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Is Tissue Paper Recyclable – Complete Guide

Tissue paper is a product that needs to be recycled, but It can’t be thrown away with your other trash.

The paper, often used for wrapping gifts and as party decorations, is too delicate for regular recycling.

Tissue paper can’t be recycled in curbside bins or at recycling drop-off centres because it’s considered a wet paper product.

What is Tissue Paper Made From?

Tissue paper is a thin, lightweight paper most commonly used for wrapping delicate items or creating papier-mâché.

It is also frequently used as a packing material or filler in gift bags.

While tissue paper is not as strong as cardboard, it is much more pliable and can be easily torn by hand.

Tissue paper is made from wood pulp and is typically bleached to create a white colour.

The wood pulp fibres are beaten and then pressed together to form a sheet of paper.

The tissue paper manufacturing process often uses fewer chemicals than other types of paper production, making it a relatively eco-friendly option.

While tissue paper is recyclable, it is often not accepted by curbside recycling programs due to its lightweight and tendency to clog machines.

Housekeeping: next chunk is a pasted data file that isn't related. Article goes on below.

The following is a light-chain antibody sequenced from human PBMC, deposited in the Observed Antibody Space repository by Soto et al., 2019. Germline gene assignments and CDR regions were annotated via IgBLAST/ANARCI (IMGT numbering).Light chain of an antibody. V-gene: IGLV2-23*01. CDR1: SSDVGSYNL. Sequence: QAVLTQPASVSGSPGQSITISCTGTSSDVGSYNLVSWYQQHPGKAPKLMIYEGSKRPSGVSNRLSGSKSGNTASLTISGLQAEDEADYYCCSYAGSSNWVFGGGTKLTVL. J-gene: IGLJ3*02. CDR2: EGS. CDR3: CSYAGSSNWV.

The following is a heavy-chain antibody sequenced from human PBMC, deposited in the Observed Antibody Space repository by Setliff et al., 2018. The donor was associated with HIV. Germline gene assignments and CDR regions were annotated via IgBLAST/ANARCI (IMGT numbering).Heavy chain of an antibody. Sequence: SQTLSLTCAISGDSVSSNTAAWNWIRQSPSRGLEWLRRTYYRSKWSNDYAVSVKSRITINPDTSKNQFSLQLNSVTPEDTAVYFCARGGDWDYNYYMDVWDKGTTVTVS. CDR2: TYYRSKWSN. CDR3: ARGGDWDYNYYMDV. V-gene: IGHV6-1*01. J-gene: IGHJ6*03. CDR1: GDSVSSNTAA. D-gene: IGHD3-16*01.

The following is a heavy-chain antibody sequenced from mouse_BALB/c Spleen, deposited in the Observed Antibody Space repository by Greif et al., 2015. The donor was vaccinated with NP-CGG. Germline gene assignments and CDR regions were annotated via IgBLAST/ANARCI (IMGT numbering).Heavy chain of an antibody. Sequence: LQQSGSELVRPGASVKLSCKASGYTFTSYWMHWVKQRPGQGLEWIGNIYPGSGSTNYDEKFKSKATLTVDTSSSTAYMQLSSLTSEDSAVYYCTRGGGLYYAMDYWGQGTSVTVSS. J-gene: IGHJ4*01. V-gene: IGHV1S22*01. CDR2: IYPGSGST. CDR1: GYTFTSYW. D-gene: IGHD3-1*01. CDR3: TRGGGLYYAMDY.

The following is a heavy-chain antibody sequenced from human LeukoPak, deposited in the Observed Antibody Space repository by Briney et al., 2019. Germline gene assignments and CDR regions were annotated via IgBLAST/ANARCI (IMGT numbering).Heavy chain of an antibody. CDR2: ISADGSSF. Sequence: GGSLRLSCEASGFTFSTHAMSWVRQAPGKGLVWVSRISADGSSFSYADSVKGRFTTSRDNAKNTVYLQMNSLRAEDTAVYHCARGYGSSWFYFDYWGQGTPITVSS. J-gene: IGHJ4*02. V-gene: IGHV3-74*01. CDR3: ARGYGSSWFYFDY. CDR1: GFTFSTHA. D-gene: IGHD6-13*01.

However, many office buildings and malls have special collection bins for tissue paper recycling.

You can also check with your local waste management facility to see if they accept tissue paper for recycling.

Types of Tissue Paper

Tissue paper is often used for wrapping delicate items, such as clothing, crafts, such as making paper flowers.

There are two main types of tissue paper: bleached and unbleached. Bleached tissue paper has undergone a chemical treatment process to make it white.

This type of tissue paper is usually found in gift wrap or packaging that needs to look clean and crisp. Unfortunately, the chemicals used to bleach tissue paper are harmful to the environment.

Unbleached tissue paper has a natural brown colour and this type of tissue paper is usually found in brown grocery bags or wrapping paper.

It is easier to recycle than bleached tissue paper because it contains no harmful chemicals.

Where to Recycle Tissue Paper

The good news is that tissue paper may be composted at home and is accepted at many commercial composting sites as long as it doesn’t include foil or glitter.

Because it absorbs excess moisture produced by food waste and bioplastics, plain tissue paper can be beneficial to a compost pile.

How to Recycle Tissue Paper

Tissue paper can be recycled, but it must be clean and dry.

To recycle tissue paper, follow these steps:

  • Collect used tissue paper in a bag or container.
  • Rinse used tissue paper under cool water.
  • Remove any food or makeup stains with a mild soap.
  • Allow the tissue paper to air dry ultimately.
  • Place the dry tissue paper in a recycling bin or bag.

Creative Ways To Reuse Tissue paper.

Here are creative ways to reuse tissue paper:

Party Decorations

Tissue paper makes beautiful decorations for any occasion.

You can use them to decorate tables or hang them from the ceiling like flags.

Tissue paper can also be used as confetti at weddings and birthdays.

Advent Calendar